The controversy over coconut oil stems from the fact that 1 tablespoon contains 14 grams of fat, of which 12.5 grams is saturated fat. Saturated fats are known to clog up the arteries because they are easily converted by the liver into cholesterol. Most saturated fats are from animal sources, only a few are from plants.

Types of Fats

Saturated actually means that the molecule which is mostly made up of hydrogen and carbon contains as many hydrogen atoms as is possible (each carbon atom can bond to two hydrogen atoms). It is called monounsaturated if one pair of atoms is missing and it is called polyunsaturated if more than 1 pair of hydrogen atoms is missing. Although the presence of the hydrogen atoms determines the type of fat, the length of the fatty acid chain is also important.

Types of Fatty Acids

Nearly all fats are Triglycerides consisting of three fatty acids and one glycerol. When 3 fatty acid chains of similar length are joined together by a glycerol molecule, it is referred to as a triglyceride. Hence the term long chain triglyceride (LCT), medium chain (MCFA) and short chain (SCFA). Short chain fatty acids are very rare. There are dozens of types of fatty acids and each of the categories contains several members. Some of the very healthful fatty acids Coconut oil includes Lauric acid (which is contained in breast milk), caprylic acid and capric acid both of which demonstrate anti-microbial properties.

Trans Fatty Acids

Trans fatty acids are unsaturated fats that have been bombarded with hydrogen atoms during a high heat process (this is known as hydrogenation). This process makes the oil less susceptible to spoilage, but also creates toxic Trans fatty acids. The health risks include suppressing the immune system (can even kill white blood cells), a greater degree of conditions such as asthma, allergies and memory loss. They have been linked to cardiovascular health problems as well as cancer, multiple sclerosis and complications of diabetes. The heat used in the extraction and refining process of most of the vegetable oils available in the stores creates Trans fatty acids.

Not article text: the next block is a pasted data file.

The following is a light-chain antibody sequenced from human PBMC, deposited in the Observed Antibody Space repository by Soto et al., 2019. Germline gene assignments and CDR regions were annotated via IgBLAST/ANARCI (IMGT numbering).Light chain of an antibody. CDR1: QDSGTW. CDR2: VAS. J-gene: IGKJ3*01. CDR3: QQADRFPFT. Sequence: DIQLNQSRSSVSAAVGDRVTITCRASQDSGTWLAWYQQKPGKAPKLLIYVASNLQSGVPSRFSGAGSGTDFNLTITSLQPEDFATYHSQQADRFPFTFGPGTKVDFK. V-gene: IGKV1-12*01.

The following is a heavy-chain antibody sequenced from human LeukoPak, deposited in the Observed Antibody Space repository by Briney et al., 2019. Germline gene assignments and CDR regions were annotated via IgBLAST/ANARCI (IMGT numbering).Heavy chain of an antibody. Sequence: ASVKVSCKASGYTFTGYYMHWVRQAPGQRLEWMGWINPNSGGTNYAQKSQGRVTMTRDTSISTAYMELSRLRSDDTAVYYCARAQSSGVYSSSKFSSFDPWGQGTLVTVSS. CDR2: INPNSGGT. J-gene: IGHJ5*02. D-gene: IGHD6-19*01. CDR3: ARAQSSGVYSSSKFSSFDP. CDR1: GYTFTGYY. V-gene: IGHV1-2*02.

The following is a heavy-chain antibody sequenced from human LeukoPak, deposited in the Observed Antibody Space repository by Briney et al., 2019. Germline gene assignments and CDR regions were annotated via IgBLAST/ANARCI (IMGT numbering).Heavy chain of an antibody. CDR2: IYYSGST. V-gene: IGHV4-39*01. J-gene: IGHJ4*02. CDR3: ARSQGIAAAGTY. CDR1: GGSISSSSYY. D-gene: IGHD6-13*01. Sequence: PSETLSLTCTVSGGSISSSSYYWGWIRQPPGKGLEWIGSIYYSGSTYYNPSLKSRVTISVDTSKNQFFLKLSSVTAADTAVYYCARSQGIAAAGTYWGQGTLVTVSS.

First of all polyunsaturated oils can become rancid and toxic from exposure to oxygen, heat or light. The rancidity is not evident through objectionable flavor or smell (if mixed with other substances). This exposure not only causes rancidity, it also causes free radical formation. To minimize this issue, you could buy oils processed at low temperatures and packaged in dark containers. Cold pressed (or expeller pressed) oils are minimally processed and retain most of their antioxidants.

Anti Microbial Affects

MCFAs destroy many bacteria and viruses by weakening their nearly fluid membrane to a degree that disintegrates the membrane. When eaten Coconut oil breaks down into monoglycerides and free fatty acids which have antimicrobial properties. Laboratory tests have shown that these MCFAs are effective in destroying influenza, measles, herpes, hepatitis C and AIDS. However, this does not help when we have the common cold because that virus does not have a nearly fluid membrane. One of the MCFAs known as Caprylic acid (commonly sold as a dietary supplement) is very effective against Candida and other forms of fungi.

Weight Loss

The MCFAs in coconut oil are digested and utilized differently than other fats. Coconut oil consists primarily of medium chain fatty acids, which are burned almost immediately for energy production (the way carbohydrates are converted but without raising your blood sugar) rather than converted into body fat or cholesterol. It also contains 6.8 calories per gram rather than the usual 9 calories per gram.

It has been well documented that replacing LCFAs with MCFAs results in a decrease in body weight gain and a reduction in fat deposition. Many people report that that coconut oil helps them control sugar cravings and reduces hypoglycemic symptoms.

Studies

The Tokelau and Pukapuka studies begun in the early 1960s and included the entire population of both islands. Although they are under the jurisdiction of New Zealand, the populations have been relatively isolated from Western influence. Their diets are high in fiber, low in sugars and high in fat derived from coconuts. Both groups showed no signs of kidney disease, hypothyroidism or hypercholesterolemia (high blood cholesterol). However, when some of them migrated to New Zealand and started consuming a typical Western diet, their health deteriorated.

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